Now, I know what you’re thinking. You’re thinking your vote doesn’t matter, or that others will vote so you don’t need to. Not true! There are over 11,000 of you hanging out at Books j’adore, and last round, I think I had 92 votes. The guy in first place had 164. Take a minute to ponder the arithmetic there, and then go vote. I promise it only take twenty seconds and would mean the world to me!

Besides, how can you say no to this face?

Nell, as envisioned by one of my ridiculously talented best friends, Jeannine
Nell, as envisioned by one of my ridiculously talented best friends, Jeannine

Pigeonwings, Heide Goody and Iain Grant

I spent about a week trying to decide whether it was ethical to write a review about a book written by Iain Grant, my editor for Ten to One, and Heide Goody, one of the judges for the project. Since I already published one for the first book (Clovenhoof) in the series back in March, it seemed worth exploring the reasons behind my hesitation and my ultimate decision to joyfully endorse Pigeonwings.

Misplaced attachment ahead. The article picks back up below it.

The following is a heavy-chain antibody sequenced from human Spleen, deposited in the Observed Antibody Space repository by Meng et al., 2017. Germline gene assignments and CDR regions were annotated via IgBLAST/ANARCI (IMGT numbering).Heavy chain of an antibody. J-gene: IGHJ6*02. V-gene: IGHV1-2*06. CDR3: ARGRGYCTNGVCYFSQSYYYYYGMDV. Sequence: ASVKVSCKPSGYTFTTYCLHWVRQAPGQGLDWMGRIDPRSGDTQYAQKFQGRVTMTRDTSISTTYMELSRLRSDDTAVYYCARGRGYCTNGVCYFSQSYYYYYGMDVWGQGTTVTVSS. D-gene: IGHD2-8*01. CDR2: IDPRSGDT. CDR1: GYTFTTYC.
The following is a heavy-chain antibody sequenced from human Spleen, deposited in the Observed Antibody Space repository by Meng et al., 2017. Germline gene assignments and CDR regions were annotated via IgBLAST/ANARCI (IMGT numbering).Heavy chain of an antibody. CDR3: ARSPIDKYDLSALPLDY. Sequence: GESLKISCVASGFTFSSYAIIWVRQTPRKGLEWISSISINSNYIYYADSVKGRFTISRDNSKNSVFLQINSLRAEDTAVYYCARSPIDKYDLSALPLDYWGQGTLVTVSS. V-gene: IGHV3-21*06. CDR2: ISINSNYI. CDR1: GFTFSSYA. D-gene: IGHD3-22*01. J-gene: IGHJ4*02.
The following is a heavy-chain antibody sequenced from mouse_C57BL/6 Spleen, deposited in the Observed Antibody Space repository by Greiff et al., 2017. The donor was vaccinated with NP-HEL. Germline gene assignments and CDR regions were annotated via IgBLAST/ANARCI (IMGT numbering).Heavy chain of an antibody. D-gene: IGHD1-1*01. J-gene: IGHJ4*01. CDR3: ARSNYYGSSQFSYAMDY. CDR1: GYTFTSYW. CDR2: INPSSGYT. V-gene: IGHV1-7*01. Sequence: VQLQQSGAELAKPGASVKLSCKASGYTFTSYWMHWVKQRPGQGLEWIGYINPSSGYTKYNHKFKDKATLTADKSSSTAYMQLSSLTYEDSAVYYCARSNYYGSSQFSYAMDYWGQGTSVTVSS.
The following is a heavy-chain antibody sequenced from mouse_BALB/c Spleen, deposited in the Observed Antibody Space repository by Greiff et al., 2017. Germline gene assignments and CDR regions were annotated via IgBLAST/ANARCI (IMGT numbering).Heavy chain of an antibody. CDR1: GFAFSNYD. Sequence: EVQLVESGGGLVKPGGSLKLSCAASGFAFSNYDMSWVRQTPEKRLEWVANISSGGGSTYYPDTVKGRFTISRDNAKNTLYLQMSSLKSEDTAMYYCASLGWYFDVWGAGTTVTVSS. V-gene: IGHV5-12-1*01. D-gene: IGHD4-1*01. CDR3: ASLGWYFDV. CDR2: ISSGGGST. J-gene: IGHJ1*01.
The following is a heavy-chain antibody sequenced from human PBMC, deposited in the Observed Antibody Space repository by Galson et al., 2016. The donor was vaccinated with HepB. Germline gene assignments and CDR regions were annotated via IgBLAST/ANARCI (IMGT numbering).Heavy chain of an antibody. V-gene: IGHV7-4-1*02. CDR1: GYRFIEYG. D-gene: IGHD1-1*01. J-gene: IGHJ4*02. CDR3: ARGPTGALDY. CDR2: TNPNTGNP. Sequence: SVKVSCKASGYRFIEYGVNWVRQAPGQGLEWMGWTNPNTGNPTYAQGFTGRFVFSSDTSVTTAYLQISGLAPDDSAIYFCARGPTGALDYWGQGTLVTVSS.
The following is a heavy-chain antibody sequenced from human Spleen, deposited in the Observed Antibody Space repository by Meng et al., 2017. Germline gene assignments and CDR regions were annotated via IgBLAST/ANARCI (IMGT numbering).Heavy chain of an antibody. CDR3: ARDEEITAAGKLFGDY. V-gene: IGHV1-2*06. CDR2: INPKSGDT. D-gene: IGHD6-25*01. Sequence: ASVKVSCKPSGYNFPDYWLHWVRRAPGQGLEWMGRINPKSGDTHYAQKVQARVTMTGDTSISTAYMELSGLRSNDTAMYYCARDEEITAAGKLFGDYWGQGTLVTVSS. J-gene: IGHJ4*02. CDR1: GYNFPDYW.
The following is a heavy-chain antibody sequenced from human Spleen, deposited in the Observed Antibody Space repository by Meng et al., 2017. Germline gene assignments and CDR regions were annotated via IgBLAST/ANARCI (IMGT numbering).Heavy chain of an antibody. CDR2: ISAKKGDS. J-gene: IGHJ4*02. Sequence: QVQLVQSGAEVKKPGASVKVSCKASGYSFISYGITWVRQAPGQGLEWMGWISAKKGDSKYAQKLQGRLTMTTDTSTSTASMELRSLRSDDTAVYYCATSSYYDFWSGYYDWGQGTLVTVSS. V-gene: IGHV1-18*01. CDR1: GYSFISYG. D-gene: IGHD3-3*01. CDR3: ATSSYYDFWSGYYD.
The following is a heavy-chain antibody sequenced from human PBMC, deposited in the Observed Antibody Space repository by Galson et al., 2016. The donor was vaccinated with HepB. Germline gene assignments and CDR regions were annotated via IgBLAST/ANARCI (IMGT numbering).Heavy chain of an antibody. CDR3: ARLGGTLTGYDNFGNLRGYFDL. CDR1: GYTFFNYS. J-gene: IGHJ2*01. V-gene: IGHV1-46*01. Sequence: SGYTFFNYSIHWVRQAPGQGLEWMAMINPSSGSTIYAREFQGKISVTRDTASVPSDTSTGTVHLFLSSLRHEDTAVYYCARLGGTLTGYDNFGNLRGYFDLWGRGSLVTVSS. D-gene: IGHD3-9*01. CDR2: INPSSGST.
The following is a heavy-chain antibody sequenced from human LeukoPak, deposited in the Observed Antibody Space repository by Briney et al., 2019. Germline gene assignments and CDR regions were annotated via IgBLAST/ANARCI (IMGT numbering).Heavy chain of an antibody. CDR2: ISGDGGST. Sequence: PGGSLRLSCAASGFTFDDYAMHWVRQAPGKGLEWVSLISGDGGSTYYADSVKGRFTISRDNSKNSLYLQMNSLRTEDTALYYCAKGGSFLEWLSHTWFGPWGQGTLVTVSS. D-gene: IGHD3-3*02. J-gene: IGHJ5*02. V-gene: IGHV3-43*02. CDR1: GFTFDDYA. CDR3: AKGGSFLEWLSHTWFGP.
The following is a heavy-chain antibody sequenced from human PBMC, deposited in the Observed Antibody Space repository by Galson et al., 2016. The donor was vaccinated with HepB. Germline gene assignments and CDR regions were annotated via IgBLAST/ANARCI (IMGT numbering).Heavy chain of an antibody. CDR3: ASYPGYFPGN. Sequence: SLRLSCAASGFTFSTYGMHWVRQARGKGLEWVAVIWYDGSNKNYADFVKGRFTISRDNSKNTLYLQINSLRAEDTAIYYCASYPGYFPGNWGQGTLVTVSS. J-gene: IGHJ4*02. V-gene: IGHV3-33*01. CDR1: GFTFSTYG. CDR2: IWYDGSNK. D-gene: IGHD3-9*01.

The reason for hesitating is pretty straightforward. I’m the middle of a writing a book that also has an element of competition. (If you’re new to this site and have no idea what I’m talking about, I’ll throw you some context about Ten to One over here.) At the moment, we’re down to eight writers (out of the original ten), and the bar was raised impressively between Chapters 1 and 2. Do I want to be the last writer standing eight chapters from now? Of course. We all do.

This made the decision to write a glowing review even more difficult. I blame this difficulty entirely on the fact that I was not brought up to believe I should do whatever was necessary to win. My parents had deeply entrenched beliefs about the ethics of competition in all aspects of life. We were to be open-minded, compassionate, hard-working; if we didn’t win the day with those methods, then we weren’t meant to win it at all.